There may be two main reasons why partitioning isn't a well supported feature on optical media:
- Optical media was at the beginning small (in comparison with HDD's).
- Optical media was read-only. This later evolved due to easier access to consumer-level disk burners and the advent of RW technology.
Nowadays, there are much better solutions such as pen drives or even portable HDD. Not everyone has a Blu-Ray reader and not everyone wants to purchase a RW DVD. As such, in what regards optical media, partitioning was never demanded enough for it to happen.
I do have to point out the answer Rod Smith gave to a similar question, which I'm now quoting:
There are exceptions to this rule, though. Some Mac discs are written with a partition table and HFS or HFS+ instead of or in addition to ISO-9660. Such discs use the Apple Partition Map (APM) partition table. Some Linux distributions' installer discs use ISO-9660 that coexists with a partition table, but the intent here is to support different media in differnt ways -- when the image is burned to a CD-R or DVD, it appears to be a partitionless ISO-9660 disc; but when it's written to a USB flash drive, it appears to be a partitioned hard disk. This trickery works because of gaps in various data structures and the different sector sizes used on optical media (2048 bytes) vs. hard disks and USB flash drives (512 bytes). Both of these examples (Mac discs and Linux installation discs) are hackish extensions to the standards of ISO-9660, MBR partitions, and so on.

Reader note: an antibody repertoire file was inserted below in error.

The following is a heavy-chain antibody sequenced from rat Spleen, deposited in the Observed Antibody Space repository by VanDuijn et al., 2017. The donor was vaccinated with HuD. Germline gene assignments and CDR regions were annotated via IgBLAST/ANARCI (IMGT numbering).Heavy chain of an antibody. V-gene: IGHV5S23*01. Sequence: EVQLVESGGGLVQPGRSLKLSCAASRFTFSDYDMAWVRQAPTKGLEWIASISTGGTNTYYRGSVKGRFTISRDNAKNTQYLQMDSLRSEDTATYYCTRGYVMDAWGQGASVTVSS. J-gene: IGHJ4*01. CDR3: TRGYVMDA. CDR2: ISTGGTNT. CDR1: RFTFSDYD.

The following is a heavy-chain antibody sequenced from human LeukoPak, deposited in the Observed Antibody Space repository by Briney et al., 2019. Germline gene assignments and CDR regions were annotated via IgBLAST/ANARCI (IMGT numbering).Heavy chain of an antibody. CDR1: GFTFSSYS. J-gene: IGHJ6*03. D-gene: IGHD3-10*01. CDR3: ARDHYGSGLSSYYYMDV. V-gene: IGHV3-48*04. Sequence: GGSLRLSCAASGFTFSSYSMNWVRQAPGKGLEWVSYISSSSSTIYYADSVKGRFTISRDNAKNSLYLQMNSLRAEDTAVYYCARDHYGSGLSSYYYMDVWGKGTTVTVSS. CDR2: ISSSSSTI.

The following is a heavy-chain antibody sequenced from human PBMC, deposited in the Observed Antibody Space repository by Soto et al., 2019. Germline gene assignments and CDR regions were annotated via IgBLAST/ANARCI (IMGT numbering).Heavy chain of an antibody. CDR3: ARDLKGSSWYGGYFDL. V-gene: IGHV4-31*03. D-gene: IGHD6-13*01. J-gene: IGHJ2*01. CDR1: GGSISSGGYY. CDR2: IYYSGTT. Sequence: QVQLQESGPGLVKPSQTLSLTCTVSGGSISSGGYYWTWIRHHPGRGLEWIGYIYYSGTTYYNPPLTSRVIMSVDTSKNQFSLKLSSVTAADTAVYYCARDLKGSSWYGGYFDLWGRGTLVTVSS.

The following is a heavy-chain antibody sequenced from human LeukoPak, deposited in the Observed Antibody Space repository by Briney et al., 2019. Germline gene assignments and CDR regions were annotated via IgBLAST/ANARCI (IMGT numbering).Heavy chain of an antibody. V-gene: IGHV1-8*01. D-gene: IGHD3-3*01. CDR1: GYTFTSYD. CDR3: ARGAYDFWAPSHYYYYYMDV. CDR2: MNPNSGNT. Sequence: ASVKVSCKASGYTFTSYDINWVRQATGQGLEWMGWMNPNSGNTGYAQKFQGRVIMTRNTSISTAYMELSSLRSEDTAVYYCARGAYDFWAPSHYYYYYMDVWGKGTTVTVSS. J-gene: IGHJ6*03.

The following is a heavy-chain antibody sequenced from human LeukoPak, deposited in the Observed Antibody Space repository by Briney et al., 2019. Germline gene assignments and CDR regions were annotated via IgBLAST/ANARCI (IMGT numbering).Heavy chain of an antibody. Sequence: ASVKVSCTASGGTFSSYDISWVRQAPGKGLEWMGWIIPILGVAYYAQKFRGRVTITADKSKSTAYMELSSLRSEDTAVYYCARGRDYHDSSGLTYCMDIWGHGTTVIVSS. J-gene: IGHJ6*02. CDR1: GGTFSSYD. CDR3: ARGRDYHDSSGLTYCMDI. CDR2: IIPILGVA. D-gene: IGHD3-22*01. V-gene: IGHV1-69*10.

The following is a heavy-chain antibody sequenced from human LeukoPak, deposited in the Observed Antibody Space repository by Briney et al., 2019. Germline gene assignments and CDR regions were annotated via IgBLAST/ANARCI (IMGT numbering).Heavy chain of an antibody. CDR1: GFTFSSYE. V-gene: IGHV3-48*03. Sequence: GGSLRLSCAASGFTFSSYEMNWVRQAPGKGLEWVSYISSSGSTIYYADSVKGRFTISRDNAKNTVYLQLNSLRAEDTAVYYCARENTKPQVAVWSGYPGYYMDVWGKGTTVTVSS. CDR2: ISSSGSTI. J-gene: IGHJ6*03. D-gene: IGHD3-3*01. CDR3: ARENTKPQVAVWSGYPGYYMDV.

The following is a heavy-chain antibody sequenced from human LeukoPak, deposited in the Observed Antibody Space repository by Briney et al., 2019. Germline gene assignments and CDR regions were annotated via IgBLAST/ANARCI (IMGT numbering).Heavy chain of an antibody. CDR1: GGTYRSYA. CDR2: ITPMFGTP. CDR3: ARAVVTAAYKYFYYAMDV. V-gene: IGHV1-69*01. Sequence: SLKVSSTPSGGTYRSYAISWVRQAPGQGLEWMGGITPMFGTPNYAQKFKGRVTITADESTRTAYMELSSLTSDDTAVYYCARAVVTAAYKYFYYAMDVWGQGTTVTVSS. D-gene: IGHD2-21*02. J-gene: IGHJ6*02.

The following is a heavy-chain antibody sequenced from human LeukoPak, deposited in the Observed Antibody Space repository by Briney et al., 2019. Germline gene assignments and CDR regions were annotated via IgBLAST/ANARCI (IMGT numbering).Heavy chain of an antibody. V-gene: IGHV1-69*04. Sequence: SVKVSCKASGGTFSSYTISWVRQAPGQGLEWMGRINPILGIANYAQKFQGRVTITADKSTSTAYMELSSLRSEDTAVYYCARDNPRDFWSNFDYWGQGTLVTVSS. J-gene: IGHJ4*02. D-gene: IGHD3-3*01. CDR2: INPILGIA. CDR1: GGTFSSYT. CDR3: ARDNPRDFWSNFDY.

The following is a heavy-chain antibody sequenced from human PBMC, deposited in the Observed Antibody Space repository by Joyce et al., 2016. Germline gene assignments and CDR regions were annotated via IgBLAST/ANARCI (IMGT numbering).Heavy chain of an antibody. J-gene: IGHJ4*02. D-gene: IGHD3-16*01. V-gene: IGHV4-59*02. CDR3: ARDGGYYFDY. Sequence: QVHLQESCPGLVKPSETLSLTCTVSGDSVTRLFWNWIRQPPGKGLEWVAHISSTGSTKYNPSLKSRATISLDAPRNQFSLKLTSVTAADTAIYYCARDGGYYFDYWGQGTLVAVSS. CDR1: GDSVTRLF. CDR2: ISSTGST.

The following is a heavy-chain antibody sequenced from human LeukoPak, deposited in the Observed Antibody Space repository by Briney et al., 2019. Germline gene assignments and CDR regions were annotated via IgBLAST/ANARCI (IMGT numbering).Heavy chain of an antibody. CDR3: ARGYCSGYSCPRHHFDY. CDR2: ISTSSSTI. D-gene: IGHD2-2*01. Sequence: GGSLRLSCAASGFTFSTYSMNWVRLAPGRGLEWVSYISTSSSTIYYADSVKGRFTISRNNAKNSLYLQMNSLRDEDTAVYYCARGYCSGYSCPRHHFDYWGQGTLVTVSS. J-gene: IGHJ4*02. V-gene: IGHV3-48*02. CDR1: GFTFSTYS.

As you can see, it isn't technically impossible to do, but where it's done it's to provide additional support that couldn't be done in another way.